A massive El Niño that can be seen on Japan’s Himawari-8 Weather Satellite could mean the beginning of the end to California’s historic drought.
There is growing evidence California could see an even stronger El Niño event this winter than the 1997 one that caused massive flooding across Northern California.
Stunning images from Japan’s Himawari 8 Weather Satellite, just activated Tuesday, show what could become a historic El Niño in full bloom.
In recent days, cyclones and typhoons, including one mammoth storm heading toward China with cloud cover the size of Texas, have helped shift the trade winds from west to east, pushing warm sub-surface water toward the coast of South America and making it all but certain an El Niño event will last at least through the fall.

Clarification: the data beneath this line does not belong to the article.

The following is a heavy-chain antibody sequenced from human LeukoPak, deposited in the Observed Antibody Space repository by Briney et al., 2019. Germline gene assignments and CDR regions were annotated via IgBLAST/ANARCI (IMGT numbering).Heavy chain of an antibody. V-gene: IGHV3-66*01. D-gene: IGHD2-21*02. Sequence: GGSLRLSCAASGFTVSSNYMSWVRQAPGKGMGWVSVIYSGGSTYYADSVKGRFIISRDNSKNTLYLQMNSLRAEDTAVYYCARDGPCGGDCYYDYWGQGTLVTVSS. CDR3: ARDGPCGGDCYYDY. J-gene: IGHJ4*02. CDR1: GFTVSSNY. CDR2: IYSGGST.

“What we want is just enough water to come in slowly enough for the watersheds to hold that,” “The nice thing is that so many of them are dry that they have the capacity, but the flip side of that is, as anybody knows in a desert climate, is that terrain is just parched and so a lot of that can be runoff if those storms are too warm.”
In this El Niño year, if the models hold up — and climatologists said they seem almost certain it will — it could soon be the beginning of the end of California’s historic drought, even if it may come at a price.
“Yes, El Niño’s great, and it could provide us with relief and replenish some of these reservoirs,” “The flip side of that is it could mean catastrophic flooding, too.”